life-cycle impacts of the covered product;

                  c.        A funding mechanism that provides sufficient  
                    funding to carry out the plan; and

                  d.        A process by which the financial activities of  
                    the product stewardship organization will be subject  
                    to an independent audit. 

             9)    Requires CalRecycle, within 30 days of receipt of a  
               submitted product stewardship plan, to review and determine  
               whether the product stewardship plan is complete or  
               incomplete, and requires CalRecycle to notify a product  
               stewardship organization of an incomplete plan's  
               deficiencies and require resubmittal. 

             10)  Requires CalRecycle, within 60 days, to determine  
               whether a product stewardship plan deemed complete complies  
               with its regulations, and requires CalRecycle to notify the  


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               product stewardship organization of its plans to approve or  
               deny the product stewardship plan. 

             11)   Requires CalRecycle to delineate reasons for not  
               approving a product stewardship plan, and allows the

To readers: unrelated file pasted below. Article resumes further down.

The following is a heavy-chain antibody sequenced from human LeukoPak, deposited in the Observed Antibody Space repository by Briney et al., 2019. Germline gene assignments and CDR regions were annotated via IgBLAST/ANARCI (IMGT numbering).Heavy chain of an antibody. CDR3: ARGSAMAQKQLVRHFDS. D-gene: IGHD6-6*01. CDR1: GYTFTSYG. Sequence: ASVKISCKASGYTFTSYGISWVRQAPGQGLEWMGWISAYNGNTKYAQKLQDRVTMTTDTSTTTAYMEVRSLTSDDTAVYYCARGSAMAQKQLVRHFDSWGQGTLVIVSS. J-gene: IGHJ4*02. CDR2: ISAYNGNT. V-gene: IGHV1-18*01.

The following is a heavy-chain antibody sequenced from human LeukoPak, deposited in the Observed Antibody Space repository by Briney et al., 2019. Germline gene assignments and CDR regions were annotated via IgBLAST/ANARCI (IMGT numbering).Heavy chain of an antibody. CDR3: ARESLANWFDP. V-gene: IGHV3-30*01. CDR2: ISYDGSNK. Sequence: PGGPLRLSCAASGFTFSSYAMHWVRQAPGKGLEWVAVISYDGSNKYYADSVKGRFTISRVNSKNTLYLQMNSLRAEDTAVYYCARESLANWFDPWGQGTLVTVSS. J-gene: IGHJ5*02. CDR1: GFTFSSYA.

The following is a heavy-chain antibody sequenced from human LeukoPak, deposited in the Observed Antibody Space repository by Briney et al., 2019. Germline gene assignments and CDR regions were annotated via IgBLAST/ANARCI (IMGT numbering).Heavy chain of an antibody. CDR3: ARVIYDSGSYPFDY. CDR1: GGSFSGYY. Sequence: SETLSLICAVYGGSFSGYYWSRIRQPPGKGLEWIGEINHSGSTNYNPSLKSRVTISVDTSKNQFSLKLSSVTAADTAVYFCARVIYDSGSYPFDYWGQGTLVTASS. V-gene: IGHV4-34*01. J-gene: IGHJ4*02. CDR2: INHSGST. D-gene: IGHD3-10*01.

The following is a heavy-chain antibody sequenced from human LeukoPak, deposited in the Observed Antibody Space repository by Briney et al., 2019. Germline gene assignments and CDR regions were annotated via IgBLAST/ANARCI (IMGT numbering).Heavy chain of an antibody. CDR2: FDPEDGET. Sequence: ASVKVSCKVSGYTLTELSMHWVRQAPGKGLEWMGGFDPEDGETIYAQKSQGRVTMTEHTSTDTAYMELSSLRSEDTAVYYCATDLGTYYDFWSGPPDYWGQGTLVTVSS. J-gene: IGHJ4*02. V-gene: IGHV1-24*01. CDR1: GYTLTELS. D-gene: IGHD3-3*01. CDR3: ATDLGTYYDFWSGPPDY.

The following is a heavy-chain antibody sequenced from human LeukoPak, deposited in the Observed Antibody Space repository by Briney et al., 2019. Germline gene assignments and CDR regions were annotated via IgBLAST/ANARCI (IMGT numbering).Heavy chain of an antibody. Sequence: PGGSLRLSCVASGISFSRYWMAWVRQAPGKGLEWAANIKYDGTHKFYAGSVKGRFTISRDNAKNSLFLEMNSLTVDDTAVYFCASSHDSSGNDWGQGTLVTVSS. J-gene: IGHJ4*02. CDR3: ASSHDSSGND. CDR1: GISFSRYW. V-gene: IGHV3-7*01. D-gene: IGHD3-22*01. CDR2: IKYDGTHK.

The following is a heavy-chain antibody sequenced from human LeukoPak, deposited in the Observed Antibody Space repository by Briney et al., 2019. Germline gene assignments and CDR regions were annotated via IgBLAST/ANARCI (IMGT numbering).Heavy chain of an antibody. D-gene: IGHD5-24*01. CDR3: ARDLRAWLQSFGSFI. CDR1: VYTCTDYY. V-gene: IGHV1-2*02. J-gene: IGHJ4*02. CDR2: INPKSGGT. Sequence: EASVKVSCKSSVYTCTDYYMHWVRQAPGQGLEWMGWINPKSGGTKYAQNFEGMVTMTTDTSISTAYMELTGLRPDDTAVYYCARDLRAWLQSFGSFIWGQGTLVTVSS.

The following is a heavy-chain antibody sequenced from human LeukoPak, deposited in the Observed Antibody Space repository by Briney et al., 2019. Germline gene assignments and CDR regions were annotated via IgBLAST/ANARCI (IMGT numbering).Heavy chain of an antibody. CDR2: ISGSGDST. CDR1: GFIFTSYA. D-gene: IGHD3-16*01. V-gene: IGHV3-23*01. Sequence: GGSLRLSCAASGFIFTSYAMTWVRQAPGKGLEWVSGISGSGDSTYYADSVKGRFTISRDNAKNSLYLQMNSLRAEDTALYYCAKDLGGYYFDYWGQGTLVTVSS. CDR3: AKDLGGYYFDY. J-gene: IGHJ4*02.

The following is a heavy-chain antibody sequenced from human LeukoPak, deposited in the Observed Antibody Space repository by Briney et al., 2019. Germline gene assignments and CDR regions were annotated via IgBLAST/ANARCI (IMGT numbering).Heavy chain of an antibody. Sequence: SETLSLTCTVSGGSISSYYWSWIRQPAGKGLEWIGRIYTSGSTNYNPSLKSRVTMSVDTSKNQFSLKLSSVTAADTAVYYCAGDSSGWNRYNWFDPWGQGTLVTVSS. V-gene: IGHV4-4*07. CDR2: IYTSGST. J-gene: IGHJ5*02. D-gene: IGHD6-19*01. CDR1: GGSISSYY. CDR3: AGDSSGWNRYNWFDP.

submitter to revise and resubmit a product stewardship plan  
               within 60 days of receiving notice of disapproval. 

             12)  States that any product stewardship plan not approved by  
               January 1, 2018 is not in compliance. 

             13)  Requires a product stewardship organization submitting a  
               product stewardship plan to pay CalRecycle an annual  
               administrative fee, which shall be set at an appropriate  
               amount to cover CalRecycle's administrative costs. 

             14)  Creates the Product Stewardship Account and Product  
               Stewardship Penalty Subaccount.

             15)  Allows CalRecycle or a court to assess a civil penalty  
               on any person in violation of the provisions of this bill.

             16)  Requires CalRecycle, by March 1, 2017, to appoint a  
               stakeholder advisory committee for each covered product to  
               provide technical feedback, and requires the stakeholder  
               advisory committee to report to CalRecycle on product  
               stewardship organizations progress on implementation. 

             17)  Requires each product stewardship organization to  
               annually report to CalRecycle on the activities carried out  
               pursuant to the product stewardship plan. 


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             18)  Requires CalRecycle, by July 1, 2023, to report to the  
               Legislature with evaluations of the product stewardship  
               organizations, financial information and overall cost  

             19)  Sunsets the provisions of this bill on January 1, 2024. 


          EXISTING LAW:  

             1)   Pursuant to the Integrated Water Management Act of 1989,  
               requires each city and county in California to implement  
               plans to divert 25-percent of its waste stream by 1995 and  
               50-perent starting in 2000. (Public Resources Code (PRC)   
               41780, et seq.)
             2)   Requires each city to prepare, adopt, and submit to the